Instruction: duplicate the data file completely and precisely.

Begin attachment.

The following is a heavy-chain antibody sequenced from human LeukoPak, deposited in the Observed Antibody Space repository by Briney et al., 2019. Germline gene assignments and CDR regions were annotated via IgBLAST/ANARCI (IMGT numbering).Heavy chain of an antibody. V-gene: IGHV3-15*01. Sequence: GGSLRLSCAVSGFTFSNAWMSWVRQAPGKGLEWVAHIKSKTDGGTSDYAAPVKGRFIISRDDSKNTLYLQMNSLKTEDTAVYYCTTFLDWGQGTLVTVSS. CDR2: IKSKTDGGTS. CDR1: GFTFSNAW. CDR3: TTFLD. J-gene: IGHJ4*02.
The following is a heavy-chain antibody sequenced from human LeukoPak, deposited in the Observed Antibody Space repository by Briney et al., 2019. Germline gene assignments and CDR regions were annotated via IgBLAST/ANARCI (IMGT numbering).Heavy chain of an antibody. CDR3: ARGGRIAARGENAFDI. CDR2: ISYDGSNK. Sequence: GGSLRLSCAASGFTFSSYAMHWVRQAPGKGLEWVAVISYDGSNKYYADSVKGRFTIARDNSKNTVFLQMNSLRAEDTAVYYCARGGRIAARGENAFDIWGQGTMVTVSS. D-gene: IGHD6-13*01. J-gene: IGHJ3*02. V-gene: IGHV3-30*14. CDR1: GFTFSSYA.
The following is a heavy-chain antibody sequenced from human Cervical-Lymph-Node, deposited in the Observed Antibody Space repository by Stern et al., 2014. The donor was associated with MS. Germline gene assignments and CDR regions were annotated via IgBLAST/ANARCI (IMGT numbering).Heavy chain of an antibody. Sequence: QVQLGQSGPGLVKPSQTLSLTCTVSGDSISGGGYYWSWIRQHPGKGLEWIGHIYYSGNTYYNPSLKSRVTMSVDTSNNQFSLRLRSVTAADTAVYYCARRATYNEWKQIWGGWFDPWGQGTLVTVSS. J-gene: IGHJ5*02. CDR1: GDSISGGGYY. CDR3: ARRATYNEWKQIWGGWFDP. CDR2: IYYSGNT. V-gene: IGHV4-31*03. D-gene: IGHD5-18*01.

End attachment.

The following is a heavy-chain antibody sequenced from human LeukoPak, deposited in the Observed Antibody Space repository by Briney et al., 2019. Germline gene assignments and CDR regions were annotated via IgBLAST/ANARCI (IMGT numbering).Heavy chain of an antibody. V-gene: IGHV3-15*01. Sequence: GGSLRLSCAVSGFTFSNAWMSWVRQAPGKGLEWVAHIKSKTDGGTSDYAAPVKGRFIISRDDSKNTLYLQMNSLKTEDTAVYYCTTFLDWGQGTLVTVSS. CDR2: IKSKTDGGTS. CDR1: GFTFSNAW. CDR3: TTFLD. J-gene: IGHJ4*02.
The following is a heavy-chain antibody sequenced from human LeukoPak, deposited in the Observed Antibody Space repository by Briney et al., 2019. Germline gene assignments and CDR regions were annotated via IgBLAST/ANARCI (IMGT numbering).Heavy chain of an antibody. CDR3: ARGGRIAARGENAFDI. CDR2: ISYDGSNK. Sequence: GGSLRLSCAASGFTFSSYAMHWVRQAPGKGLEWVAVISYDGSNKYYADSVKGRFTIARDNSKNTVFLQMNSLRAEDTAVYYCARGGRIAARGENAFDIWGQGTMVTVSS. D-gene: IGHD6-13*01. J-gene: IGHJ3*02. V-gene: IGHV3-30*14. CDR1: GFTFSSYA.
The following is a heavy-chain antibody sequenced from human Cervical-Lymph-Node, deposited in the Observed Antibody Space repository by Stern et al., 2014. The donor was associated with MS. Germline gene assignments and CDR regions were annotated via IgBLAST/ANARCI (IMGT numbering).Heavy chain of an antibody. Sequence: QVQLGQSGPGLVKPSQTLSLTCTVSGDSISGGGYYWSWIRQHPGKGLEWIGHIYYSGNTYYNPSLKSRVTMSVDTSNNQFSLRLRSVTAADTAVYYCARRATYNEWKQIWGGWFDPWGQGTLVTVSS. J-gene: IGHJ5*02. CDR1: GDSISGGGYY. CDR3: ARRATYNEWKQIWGGWFDP. CDR2: IYYSGNT. V-gene: IGHV4-31*03. D-gene: IGHD5-18*01.